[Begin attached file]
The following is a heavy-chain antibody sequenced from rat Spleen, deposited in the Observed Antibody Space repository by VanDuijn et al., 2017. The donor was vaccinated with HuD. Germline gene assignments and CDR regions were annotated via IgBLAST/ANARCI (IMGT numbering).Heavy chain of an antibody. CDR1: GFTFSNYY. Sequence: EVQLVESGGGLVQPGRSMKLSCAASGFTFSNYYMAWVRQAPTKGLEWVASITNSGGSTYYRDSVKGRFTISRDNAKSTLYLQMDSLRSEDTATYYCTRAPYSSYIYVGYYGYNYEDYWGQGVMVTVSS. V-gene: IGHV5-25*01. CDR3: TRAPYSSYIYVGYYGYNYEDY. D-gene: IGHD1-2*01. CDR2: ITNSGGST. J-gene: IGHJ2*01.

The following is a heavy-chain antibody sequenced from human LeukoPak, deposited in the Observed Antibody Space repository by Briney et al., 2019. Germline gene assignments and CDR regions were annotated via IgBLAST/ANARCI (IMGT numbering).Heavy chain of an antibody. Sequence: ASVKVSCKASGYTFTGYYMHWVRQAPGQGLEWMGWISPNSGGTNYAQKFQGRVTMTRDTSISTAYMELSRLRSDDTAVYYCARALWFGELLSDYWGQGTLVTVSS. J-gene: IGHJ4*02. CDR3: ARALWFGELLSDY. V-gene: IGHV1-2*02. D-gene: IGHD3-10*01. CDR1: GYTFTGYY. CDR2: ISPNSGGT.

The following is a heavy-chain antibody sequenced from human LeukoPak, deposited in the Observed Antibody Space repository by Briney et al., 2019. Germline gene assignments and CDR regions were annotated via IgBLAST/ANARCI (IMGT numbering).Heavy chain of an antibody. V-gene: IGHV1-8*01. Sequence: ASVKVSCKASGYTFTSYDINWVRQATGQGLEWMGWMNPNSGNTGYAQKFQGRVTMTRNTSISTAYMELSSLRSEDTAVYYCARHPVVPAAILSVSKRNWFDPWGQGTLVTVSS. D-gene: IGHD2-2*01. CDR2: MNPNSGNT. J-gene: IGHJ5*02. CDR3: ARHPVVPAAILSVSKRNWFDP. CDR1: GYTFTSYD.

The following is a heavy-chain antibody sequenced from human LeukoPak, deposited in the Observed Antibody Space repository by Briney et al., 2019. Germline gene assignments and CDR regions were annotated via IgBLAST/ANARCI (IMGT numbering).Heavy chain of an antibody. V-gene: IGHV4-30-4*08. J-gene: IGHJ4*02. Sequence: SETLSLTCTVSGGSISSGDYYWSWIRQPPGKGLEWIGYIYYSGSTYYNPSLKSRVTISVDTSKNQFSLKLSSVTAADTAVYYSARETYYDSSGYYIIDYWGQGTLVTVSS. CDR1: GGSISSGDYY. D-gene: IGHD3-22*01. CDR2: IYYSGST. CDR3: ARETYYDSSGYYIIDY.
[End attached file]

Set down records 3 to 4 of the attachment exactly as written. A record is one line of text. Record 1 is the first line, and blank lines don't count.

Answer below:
The following is a heavy-chain antibody sequenced from human LeukoPak, deposited in the Observed Antibody Space repository by Briney et al., 2019. Germline gene assignments and CDR regions were annotated via IgBLAST/ANARCI (IMGT numbering).Heavy chain of an antibody. V-gene: IGHV1-8*01. Sequence: ASVKVSCKASGYTFTSYDINWVRQATGQGLEWMGWMNPNSGNTGYAQKFQGRVTMTRNTSISTAYMELSSLRSEDTAVYYCARHPVVPAAILSVSKRNWFDPWGQGTLVTVSS. D-gene: IGHD2-2*01. CDR2: MNPNSGNT. J-gene: IGHJ5*02. CDR3: ARHPVVPAAILSVSKRNWFDP. CDR1: GYTFTSYD.

The following is a heavy-chain antibody sequenced from human LeukoPak, deposited in the Observed Antibody Space repository by Briney et al., 2019. Germline gene assignments and CDR regions were annotated via IgBLAST/ANARCI (IMGT numbering).Heavy chain of an antibody. V-gene: IGHV4-30-4*08. J-gene: IGHJ4*02. Sequence: SETLSLTCTVSGGSISSGDYYWSWIRQPPGKGLEWIGYIYYSGSTYYNPSLKSRVTISVDTSKNQFSLKLSSVTAADTAVYYSARETYYDSSGYYIIDYWGQGTLVTVSS. CDR1: GGSISSGDYY. D-gene: IGHD3-22*01. CDR2: IYYSGST. CDR3: ARETYYDSSGYYIIDY.